(If you do not, congratulations and file these away just in case.)

Also: If you don't know me, you should know that I use crazy liberally and not necessarily pejoratively, and I apply the term to myself as well. But I make a strong distinction between those of us who know we have problems and seek help for them, and the crazies who walk around believing they're fine, even superior, and wreaking havoc.

Below are my dear friend Mark Bennett's rules. Clicking the title below will take you to his post.

10 Practical Rules for Dealing with the Borderline Personality

I get to deal with a whole lot of crazy at work. The following rules are applicable to lots of flavors of crazy, but I've had a heavy dose of borderline personalities lately. So here are my ten rules for dealing with borderline personalities and other crazy people:
  1. If you don't have to deal with a crazy person, don't.
  2. You can't outsmart crazy. You also can't fix crazy. (You could outcrazy it, but that makes you crazy too.)
  3. When you get in a contest of wills with a crazy person, you've already lost.
  4. The crazy person doesn't have as much to lose as you.
  5. Your desired outcome is to get away from the crazy person.
  6. You have no idea what the crazy person's desired outcome is.
  7. The crazy person sees anything you have done as justification for what she's about to do.
  8. Anything nice you do for the crazy person, she will use as ammunition later.
  9. The crazy person sees any outcome as vindication.
  10. When you start caring what the crazy person thinks, you're joining her in her craziness.

Monday, November 02, 2015

How to become number one in a hot party show

Image credit: CDC
I feel the need to mention that if you are bothered by the scatological, or have never had a parasite or talked about your fecal matter as casually as saying, "Please pass the salt," then this post may not be for you.

So. You've been warned.

Jordan somehow developed Giardia.

I knew it. When the doctor called and said she was shocked, and that she'd learned something from the whole experience, I felt vindicated. Because I knew it!

See, I had Giardia in Peace Corps. It was 20 years ago, but I recognized it. If you yourself have never had the misfortune, I will tell you that there is this particular malodorous flatulence that accompanies it. I say particular and not particularly, because it's specific.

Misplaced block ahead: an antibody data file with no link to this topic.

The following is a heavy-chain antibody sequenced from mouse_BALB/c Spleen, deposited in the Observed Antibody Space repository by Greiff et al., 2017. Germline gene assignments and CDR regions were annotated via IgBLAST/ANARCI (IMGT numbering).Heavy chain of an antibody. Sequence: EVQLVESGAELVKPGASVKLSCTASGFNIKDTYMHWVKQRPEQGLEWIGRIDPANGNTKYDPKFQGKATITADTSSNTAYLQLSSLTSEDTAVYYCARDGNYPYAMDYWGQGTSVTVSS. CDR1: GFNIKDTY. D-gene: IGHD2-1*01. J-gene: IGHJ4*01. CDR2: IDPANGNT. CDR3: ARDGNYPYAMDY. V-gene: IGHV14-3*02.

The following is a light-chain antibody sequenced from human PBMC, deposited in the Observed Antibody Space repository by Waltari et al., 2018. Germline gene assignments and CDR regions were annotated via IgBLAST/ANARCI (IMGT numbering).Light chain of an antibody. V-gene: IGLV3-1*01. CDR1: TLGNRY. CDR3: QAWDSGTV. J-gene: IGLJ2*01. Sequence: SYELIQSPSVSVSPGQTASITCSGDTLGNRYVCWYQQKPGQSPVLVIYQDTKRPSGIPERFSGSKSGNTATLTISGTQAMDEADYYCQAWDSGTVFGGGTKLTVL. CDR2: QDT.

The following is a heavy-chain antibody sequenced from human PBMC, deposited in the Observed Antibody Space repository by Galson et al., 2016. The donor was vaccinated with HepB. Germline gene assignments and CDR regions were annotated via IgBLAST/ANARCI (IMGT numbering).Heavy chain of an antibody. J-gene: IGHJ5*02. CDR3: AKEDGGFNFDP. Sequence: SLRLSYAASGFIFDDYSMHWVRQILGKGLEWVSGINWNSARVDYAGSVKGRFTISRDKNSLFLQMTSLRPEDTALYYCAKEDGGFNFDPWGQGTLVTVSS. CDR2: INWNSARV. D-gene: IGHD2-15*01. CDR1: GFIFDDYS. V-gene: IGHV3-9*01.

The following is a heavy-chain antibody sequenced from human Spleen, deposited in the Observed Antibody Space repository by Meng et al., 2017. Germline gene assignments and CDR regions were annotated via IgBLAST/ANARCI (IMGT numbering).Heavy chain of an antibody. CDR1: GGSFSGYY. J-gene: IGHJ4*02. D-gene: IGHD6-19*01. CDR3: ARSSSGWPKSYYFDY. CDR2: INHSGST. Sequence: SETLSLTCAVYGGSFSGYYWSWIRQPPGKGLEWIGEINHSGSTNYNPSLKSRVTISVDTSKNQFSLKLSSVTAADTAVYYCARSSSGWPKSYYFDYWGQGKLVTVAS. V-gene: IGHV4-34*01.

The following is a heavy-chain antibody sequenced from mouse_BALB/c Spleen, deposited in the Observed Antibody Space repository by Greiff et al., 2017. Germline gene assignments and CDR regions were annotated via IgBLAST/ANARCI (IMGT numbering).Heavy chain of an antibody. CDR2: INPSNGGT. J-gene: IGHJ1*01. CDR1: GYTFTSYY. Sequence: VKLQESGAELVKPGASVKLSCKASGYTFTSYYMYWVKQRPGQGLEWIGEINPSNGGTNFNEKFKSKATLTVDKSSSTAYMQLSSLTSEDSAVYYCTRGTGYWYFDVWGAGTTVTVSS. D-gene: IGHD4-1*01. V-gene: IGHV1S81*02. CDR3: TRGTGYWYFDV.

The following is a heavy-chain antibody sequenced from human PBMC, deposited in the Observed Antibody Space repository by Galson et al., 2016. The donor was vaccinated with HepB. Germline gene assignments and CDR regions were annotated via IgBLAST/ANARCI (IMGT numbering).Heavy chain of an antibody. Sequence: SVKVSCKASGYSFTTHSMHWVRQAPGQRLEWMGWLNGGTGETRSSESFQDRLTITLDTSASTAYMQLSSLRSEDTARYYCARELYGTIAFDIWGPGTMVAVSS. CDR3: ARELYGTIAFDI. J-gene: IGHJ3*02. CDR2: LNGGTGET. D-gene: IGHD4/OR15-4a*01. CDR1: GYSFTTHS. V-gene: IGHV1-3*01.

Yes. So my son began farting and I was like, I know those farts!

I may not be a sommelier or professional perfumer, but I do have a skill, if I may say so myself.

I was kind of reluctant to take him to the doctor just on the basis of his flatulence, but his annual physical was approaching, so timing was perfect. When the doctor asked if I had any concerns I told her about his vile gas, and how I'd like to have stool samples done.

She looked at Jordan for confirmation, and so I said, "Right? You've been having terrible farts?"

And he nodded and said, "Oh, yeah."

She questioned doing so without diarrhea, stomach pain, etc. But I continued to express concern and certainty, and she sent us home with three little vials of liquid and instructions.

"What are we going to do with those, Mama?"

"We're going to put your poop in them."


So I explained how we were going to put some wax paper on the toilet seat and then I would take it off and scoop little pieces of his poop into each of the vials until I got to the red line.

I was afraid he'd be freaked out. Au contraire. He was pretty psyched.

Had I ever done this before? He wanted to know. As if one might need special skills. I assured him I had. When? How? He wanted details. I mentioned a dog with worms. He was super impressed.

I went through the instructions with him.

So the moment of truth arrived, and as luck would have it, we were at home. We could do it right now, today!

"Mama. You're not allowed to poop directly into the container."

"You're right." (Although I'd kind of like to see you try.)

"We're going to use wax paper."


What I hadn't counted on was the interest this would generate. India was not about to be left out. So there I was, following instructions, scooping various particles of poop with tiny little spoons, with an audience. I was kind of surprised Betty didn't join us.

Jordan, still enthroned, said authoritatively, "You're not filling it past the red line, are you?"

"No, honey."

"Only to the red line."

"Only to the red line."

Then India, "Mama? Can I try?"

"No, sweetheard. It's better if Mama does it."

"Why is that bottle red?"

Instructions from one side, questions from another. When all I wanted to do was scoop the feces into the little containers as quickly as possible, wash my hands, and get out of the stinky bathroom.

Seemingly impervious, they wanted to converse. What are the people going to do with the poo-poo? How was I going to take it to the doctor? Was I going to put it in my pocket? And why didn't India get to poop in little bottles? No fair that only Jordan got to!

And once again I found myself saying, "It's true. Nothing is fair. Maybe one day we can scoop your poop into little bottles as well."

Are you kidding me with this shit?